Wednesday, October 24, 2012

Army Public Affairs strikes again

In the face of the claims made by members of the Martinez court-martial alleging that a senior member of the panel used her rank to prematurely squelch deliberations before their proper conclusion, and that as an ostensive time-saving measure, the panel did not vote on the specifications of the charge concerning the murder of 1st Lieutenant Allen, the Army could respond in a number of ways.

The Army could keep a proper silence, refusing to comment on the matter until it possesses all of the relevant facts. The Army could conduct a formal investigation to determine the truth behind these allegations. The Army could seek Mrs. Allen and me out, if only to have us formally submit our claims.

Instead, we have Army Public Affairs spokesman Lt. Col. Laurel Devine. According to a report filed by Times Union reporter Robert Gavin:
When reached Monday, a Pentagon-based Army spokesperson, Lt. Col. Laurel Devine, would only say, "We stand behind the jury's decision."
We stand behind the jury's decision—to acquit Staff Sergeant Martinez, the government's only suspect in the murder of my late husband and 1st Lieutenant Allen. We stand behind the jury's decision—even in the face of these serious and life-altering allegations of jury misconduct. We stand behind the jury's decision—without so much as a cursory inquiry into the allegations that have been made by the widows of the victims.

I have heard this song before. When I opposed former 42nd Infantry Division commander Major General Joseph Taluto's nomination to serve as director of the National Guard in 2009 on the grounds that I believe that General Taluto failed to enforce well-established and broad-based principles of military discipline and ensure that these principles were enforced throughout his division, I was met with Army Public Affairs spokesman Lt. Col. Eric Durr. Answering me in a media interview, Lt. Col. Durr attempted to downplay the seriousness of the hundreds of vicious death threats and other gestures of contempt that court witnesses testified Staff Sergeant Martinez uttered against my late husband. According to Lt. Col. Durr:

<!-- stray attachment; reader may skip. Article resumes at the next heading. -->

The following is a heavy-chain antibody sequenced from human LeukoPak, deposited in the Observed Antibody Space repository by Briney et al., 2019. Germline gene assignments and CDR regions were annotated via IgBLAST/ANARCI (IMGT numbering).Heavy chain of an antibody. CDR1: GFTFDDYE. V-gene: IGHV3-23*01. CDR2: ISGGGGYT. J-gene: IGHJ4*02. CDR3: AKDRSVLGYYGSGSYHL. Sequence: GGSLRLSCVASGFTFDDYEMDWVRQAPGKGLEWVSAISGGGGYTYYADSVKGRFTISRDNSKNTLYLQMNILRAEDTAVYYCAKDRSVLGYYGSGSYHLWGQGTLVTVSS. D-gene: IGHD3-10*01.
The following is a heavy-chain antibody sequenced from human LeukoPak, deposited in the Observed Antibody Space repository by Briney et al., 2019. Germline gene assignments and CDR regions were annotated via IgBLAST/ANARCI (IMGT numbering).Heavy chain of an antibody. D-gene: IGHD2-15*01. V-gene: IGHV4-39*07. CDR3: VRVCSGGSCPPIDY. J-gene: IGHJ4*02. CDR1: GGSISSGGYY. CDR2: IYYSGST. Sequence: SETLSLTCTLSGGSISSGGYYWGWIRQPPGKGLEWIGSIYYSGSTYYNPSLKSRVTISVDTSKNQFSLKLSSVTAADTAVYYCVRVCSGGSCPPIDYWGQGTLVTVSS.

"I would just submit that if you took the instance where everybody said "I hate that S.O.B." or "I'm going to take care of him" in a moment of anger in any organization, in hindsight it all seems wonderfully clear, but as we go through our day-to-day life it is never that crystal clear."
My answer then to Lt. Col. Durr was that Article 89 of the Uniform Code of Military Justice does not have a "wonderfully clear" clause that absolves a soldier of his obligation to enforce the law prohibiting death threats against a superior commissioned officer in moments of alleged ambiguity.

My answer today to Lt. Col. Devine is that she has just made it clear why the Army cannot be trusted to properly investigate the allegations of jury misconduct in the Martinez court martial. Barbara Allen and I echo a report of unlawful command influence and other misconduct in the jury room—and Lt. Col. Devine has indicated the Army's stance in the face of it. "We stand behind the jury's decision."

The Army can stand behind the Martinez jury and its decision all it wants. I want accountability, fair play, and justice, and I will not rest until I have it, for Phillip, for our daughter Madeline, for Phillip's parents and family, and for myself.

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